I've been trying to find the scalar potential that would correspond to the charge density of a ground state hydrogen atom. The result is known, and the inverse of my problem can be found e.g. in ...
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1answer
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Reconstructing Charge Distribution from Multipole Expansion

Let $\rho$ be a static, discrete or continuous charge distribution, and $\phi(\mathbf{r})$ the corresponding electric potential. We may expand $\phi$ in a multipole series, $$ \phi(\mathbf{r}) = \frac{...
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Conserved charges generate transformations

Focussing on classical mechanics of a point particle, WLOG since it captures the relevant information for field theory and generalises to the quantum case, how do we show -- in general -- that ...
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Do photons influence charged particles? [duplicate]

As a neutrally charged particle, a photon shouldn't interact electrically with another charged particle. However, since photons are electromagnetic waves, they should interact with charged particles, ...
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1answer
80 views

Why is a Coulomb the charge of $6.24 \times 10^{18}$ electrons? [duplicate]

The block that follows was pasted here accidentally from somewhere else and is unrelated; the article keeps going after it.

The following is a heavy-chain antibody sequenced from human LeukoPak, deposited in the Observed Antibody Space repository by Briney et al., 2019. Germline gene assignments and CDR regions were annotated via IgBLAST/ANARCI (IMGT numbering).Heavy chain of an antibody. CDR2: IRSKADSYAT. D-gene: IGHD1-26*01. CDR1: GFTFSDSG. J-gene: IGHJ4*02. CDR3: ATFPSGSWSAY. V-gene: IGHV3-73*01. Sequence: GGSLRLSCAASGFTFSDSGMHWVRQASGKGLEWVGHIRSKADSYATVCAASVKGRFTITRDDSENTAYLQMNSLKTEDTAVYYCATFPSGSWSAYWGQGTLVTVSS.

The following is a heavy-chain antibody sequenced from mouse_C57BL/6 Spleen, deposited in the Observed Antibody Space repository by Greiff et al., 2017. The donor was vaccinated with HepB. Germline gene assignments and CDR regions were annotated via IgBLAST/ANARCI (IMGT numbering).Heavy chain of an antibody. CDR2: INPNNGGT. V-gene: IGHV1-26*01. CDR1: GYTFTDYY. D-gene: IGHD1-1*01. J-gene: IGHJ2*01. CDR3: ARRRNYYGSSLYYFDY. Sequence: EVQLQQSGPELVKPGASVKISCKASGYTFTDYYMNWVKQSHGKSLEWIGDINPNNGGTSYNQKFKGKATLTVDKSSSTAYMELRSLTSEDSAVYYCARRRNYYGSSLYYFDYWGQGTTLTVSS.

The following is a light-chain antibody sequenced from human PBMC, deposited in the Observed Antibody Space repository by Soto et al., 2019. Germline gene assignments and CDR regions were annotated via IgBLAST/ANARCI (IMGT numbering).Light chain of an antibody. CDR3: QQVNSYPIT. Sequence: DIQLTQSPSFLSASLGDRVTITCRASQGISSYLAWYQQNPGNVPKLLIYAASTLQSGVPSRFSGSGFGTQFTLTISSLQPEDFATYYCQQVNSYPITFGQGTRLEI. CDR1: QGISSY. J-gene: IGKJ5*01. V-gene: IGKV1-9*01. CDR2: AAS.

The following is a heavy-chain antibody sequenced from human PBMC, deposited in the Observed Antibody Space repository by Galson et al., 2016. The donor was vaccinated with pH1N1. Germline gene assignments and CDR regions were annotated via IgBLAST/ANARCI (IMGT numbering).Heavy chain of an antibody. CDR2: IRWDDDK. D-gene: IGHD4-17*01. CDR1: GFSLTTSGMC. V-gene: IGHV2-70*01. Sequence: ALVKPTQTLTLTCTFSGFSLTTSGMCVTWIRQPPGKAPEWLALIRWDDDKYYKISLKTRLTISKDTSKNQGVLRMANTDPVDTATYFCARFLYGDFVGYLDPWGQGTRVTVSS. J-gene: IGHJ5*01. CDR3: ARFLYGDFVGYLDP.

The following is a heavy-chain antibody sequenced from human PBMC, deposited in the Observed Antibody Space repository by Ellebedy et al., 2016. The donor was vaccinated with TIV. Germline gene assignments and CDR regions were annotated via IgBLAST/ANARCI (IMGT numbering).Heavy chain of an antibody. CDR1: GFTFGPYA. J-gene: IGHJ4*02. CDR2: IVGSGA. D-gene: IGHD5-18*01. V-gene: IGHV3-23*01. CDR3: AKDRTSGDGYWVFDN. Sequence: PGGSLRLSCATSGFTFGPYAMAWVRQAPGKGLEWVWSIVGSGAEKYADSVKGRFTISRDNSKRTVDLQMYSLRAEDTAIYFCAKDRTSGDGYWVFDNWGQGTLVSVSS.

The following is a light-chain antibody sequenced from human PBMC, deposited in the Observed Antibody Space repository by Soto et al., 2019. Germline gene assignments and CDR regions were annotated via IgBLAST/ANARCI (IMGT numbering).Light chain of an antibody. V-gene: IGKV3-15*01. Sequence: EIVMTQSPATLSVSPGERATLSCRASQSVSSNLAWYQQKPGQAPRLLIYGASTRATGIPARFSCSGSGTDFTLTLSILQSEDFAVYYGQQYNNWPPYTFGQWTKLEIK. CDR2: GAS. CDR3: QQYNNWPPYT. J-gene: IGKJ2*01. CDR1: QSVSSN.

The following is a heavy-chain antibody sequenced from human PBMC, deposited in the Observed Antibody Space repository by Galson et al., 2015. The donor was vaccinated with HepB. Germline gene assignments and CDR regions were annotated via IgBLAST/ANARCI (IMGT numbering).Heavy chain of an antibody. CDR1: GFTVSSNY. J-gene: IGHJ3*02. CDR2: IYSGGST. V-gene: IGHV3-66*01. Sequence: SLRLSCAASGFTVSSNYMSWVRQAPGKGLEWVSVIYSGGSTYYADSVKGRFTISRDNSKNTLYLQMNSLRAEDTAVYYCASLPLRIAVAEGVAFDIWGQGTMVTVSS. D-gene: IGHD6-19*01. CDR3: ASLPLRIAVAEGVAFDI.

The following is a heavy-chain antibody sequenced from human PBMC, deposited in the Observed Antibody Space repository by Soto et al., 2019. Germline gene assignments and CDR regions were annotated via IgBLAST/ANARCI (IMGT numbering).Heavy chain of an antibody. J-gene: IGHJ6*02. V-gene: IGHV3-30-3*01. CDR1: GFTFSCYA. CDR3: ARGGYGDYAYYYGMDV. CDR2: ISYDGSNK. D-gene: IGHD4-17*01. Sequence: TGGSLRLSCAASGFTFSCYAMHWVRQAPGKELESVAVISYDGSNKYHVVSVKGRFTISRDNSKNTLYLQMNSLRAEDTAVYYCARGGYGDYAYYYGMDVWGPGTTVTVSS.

Where does the $6.24 \times 10^{18}$ number come from? How was it historically derived? I know that $1$ C $=$ $1$ A s but that just pushes the question down another step, and another and another, at ...
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Is it correct to say that electro-static potential of a charge is the energy of a motionless charge?

Is it correct to say that electro-static potential of a charge is the energy of a motionless charge? I ask this to better understand this (great) answer;
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1answer
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Can total charge be transferred from a conductor to another isolated conductor?

Suppose a conductor is charged (Total charge $Q$). Is there any method by which we can transfer the whole charge Q from the initial conductor to another uncharged isolated conductor? What another ...
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5answers
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To store 1 Coulomb of charge [closed]

One teacher told me that to store 1Coulomb charge we need a material of about 7 times of Earth. And another teacher told me that what he said was wrong. who is correct?
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1answer
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Differences charge quantity and electric charge

First of all,my english is not well,so sorry for reading. As a senior middle school from China mainland,I am teaching physics about electri field.I with my workmates,get a problem now.We can not get a ...
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1answer
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What is the physics interpretation of work done of zero when moving a charged particle on an equipotential surface?

Assume I have a test charge of + 1 coulomb. If I move the test charge from a point with potential of +9 volt to another point with potential of -1 volt then the work done by me is -10 joule. This ...
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1answer
49 views

Force on a Charge